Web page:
Molly Bloom has had a myriad of experiences since she left the Bahamas shores. She had a brief return to the US (sort of) in Puerto Rico and USVI. Not the ‘mainland’ but still USPS, still the US dollar, cell phones work and they drive on the ‘right’ side – right? NOT quite. Although USVI is a US territory and it does use the US dollar, US cell phone service DOES work, and they use the same exact postage as anywhere on the mainland in the US Postal Service – they DO NOT drive on the right hand side. What is THAT about????? Funny, in most other countries where they drive on the LEFT side of the road, the cars are different, with the drivers steering wheel and seat on the ‘right’ side of the car – but in the USVI – they do drive on the LEFT with US cars (that of course have the driver’s side on the left). Just a quirk. The next set of islands (British Virgin Islands) just a few miles off the USVI coast – they also use the US dollar (even though it is British) and drive, of course on the left. I guess USVI drives on the ‘left’ for the British, and they in turn use the US dollar as their currency.
It is a wonderful dream, cruising the Caribbean – but the Caribbean is made up of many islands AND many countries. Each time we enter or leave an island, it is necessary to ‘check in’ to customs and immigration, pay the local cruiser and visitor fees, and of course ‘check out’ on leaving. We can’t just come and go in among the islands – we need to go through the same process as if we were arriving on an airplane at a local airport. As a matter of fact, many times, the local customs and immigration IS located AT the local airport – so that is where we must go to get clearance. Now, think of another issue – each of the islands IS a separate country. The Caribbean is made up of islands whose history has involved many wars between France, Britain, Spain (and sometimes Holland). Many islands have history of being owned by Britain, then France (or vice versa), then back again…..each one is what it is now. That however, means that currency is different in the various countries. In St. Martin, the French side uses the Euro, the Dutch side uses the Gilder and the US dollar. In Martinique, Guadeloupe and other French countries, the currency is again Euro. In the Windward’s the currency changes once again – this time to the Eastern Caribbean Dollar (EC$). One USD$ = 2.72EC$.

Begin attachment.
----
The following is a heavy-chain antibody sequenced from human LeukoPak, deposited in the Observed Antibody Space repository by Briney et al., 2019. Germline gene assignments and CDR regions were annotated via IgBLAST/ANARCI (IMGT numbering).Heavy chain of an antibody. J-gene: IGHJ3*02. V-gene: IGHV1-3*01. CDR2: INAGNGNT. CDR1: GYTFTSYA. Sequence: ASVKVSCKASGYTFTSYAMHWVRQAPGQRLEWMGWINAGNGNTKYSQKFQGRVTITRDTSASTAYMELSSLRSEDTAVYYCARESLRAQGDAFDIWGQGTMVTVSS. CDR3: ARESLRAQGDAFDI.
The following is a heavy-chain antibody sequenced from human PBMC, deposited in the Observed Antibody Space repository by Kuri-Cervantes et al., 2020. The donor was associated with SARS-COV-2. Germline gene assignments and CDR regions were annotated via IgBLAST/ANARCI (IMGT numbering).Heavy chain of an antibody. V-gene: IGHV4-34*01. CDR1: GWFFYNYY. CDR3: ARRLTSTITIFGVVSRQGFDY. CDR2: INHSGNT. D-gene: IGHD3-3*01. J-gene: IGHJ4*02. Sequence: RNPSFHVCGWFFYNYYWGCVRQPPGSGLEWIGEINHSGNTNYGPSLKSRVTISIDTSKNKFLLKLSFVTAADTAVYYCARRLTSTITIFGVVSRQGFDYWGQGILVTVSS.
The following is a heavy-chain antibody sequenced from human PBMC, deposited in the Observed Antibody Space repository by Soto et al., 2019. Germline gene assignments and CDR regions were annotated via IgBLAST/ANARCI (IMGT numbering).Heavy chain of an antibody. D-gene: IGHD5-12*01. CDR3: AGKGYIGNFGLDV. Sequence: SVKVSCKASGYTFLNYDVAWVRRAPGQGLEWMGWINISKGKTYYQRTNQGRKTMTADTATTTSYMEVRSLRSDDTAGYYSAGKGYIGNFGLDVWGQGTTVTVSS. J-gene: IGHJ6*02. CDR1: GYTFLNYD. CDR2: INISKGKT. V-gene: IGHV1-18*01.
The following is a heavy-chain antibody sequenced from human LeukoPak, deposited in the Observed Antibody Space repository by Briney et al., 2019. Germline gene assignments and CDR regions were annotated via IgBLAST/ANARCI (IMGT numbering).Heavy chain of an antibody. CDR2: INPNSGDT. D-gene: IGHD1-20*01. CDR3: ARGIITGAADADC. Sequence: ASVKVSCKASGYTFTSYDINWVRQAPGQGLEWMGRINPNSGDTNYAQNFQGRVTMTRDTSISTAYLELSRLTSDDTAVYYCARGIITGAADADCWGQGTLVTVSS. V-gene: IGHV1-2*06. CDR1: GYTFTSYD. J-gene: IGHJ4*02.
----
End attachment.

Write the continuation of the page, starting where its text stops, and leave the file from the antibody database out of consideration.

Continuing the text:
Here’s a test – a quiz – take a look at these St. Lucia dolls. Can you figure out the differences? NO, not the color of their clothing…..there is 1 big difference. One doll is married – one is single – and NO there is no ring! Anyway, it’s a double doll – an inside out doll – one is married, one is not. Let me know if you know the answer……and….good luck!
The next stops will take her to St. Vincent, the Grenadine Islands and then finally on to her second home – Port Louis Marina – St. Georges, Grenada.